Being right has major downside

It is always dangerous to be right, noted Voltaire, in matters where the established authorities are all wrong. In 2002, barely a year after the attacks of 9/11, the New York Times, the Wall Street Journal and the Washington Post, three papers that rarely agree editorially on anything more controversial than the observance of Mother’s Day, all endorsed the U.S. going to war against the Iraq of Saddam Hussein, who was, we were told, well on his way to building weapons of mass destruction that threatened this nation.

War fever seized the Congress to where every senator in either party who would run for the White House in the next four presidential elections voted to endorse the George W. Bush administration’s call for the authority to invade Iraq. Voting to go to war were Sens. Evan Bayh, Joe Biden, Sam Brownback, Chris Dodd, Hillary Clinton, John Edwards, Joe Lieberman, John Kerry, John McCain, Rick Santorum and Fred Thompson. More than a dozen years later, when the Wall Street Journal-NBC News poll asked, “Do you think the war with Iraq was worth it or not worth it?” barely one-quarter of Americans answered yes.

One congressional leader then who still holds office today stood on the House floor in 2002 to speak in opposition to the U.S. going to war against Iraq. This Democrat, ranking member of the House Intelligence Committee, stated, “I have seen no evidence or intelligence that suggest that Iraq poses an imminent threat to our nation.” Thus did then-House Democratic Whip Nancy Pelosi dare to speak truth and wisdom on war and peace to power.

The New York Times, the Wall Street Journal and the Washington Post, along with President George W Bush and overwhelming majorities in Congress and the American establishment, including journalism, were wrong. And Pelosi was right.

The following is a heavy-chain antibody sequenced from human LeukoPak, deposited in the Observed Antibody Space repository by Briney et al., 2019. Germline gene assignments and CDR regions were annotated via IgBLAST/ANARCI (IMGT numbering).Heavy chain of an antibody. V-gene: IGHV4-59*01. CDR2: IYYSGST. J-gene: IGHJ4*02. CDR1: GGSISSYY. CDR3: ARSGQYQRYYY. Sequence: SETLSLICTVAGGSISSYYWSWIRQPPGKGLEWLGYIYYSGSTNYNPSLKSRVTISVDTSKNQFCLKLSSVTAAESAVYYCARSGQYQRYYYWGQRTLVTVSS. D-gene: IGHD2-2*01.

Now in the heat of the 2018 campaign, when the economy under this controversial Republican president is, frankly, booming, we learn from the Kaiser Health Tracking Poll that a candidate’s position on continuing protection for people with pre-existing conditions is either “the single most important factor” or a “very important” factor to 63 percent of people in their vote for Congress. The Republicans who ran on the simple, empty promise to “repeal and replace” the Affordable Care Act are exposed and on the political defensive. Former Republican House Speaker John Boehner admitted in a burst of candor, “In the 25 years I served in the United States Congress, Republicans never, ever, one time agreed on what a health care proposal should look like. Not once.”

Why is there a U.S. law that prohibits discrimination in health care coverage against Americans who suffer from a pre-existing condition? Because in the studied judgment of political scholar Norm Ornstein: “She’s the strongest Speaker we’ve seen in our lifetime. She’s relentless. She knows how to push the right buttons. She makes things happen.” The Economist wrote simply, “Mrs. Pelosi is arguably the most powerful woman in American history.” Recall that in the teeth of the Great Recession, Pelosi persuaded her Democrats to bail out Wall Street to save the American automobile industry, and to pass a $787 billion economic stimulus package in addition to a complete overhaul of the nation’s health care system. Persuading your members to cast tough, unpopular votes because it is the right thing to do is the ultimate test of the leader — which you understandably may not recognize after seven years of GOP control. Time and again, Nancy Pelosi met that test.

Now Republicans, terrified of running with Trump and his toxicity, spend millions to run against the only woman House Speaker in U.S. history. When some nervous Nellie Democrats seek to distance themselves from her, it is time to state unequivocally: Nancy Pelosi is the one American leader with the proven savvy, brains, skill and toughness to check the excesses of this president. Pelosi for speaker.

Editor’s note: To find out more about Mark Shields and read his past columns, visit the Creators Syndicate website at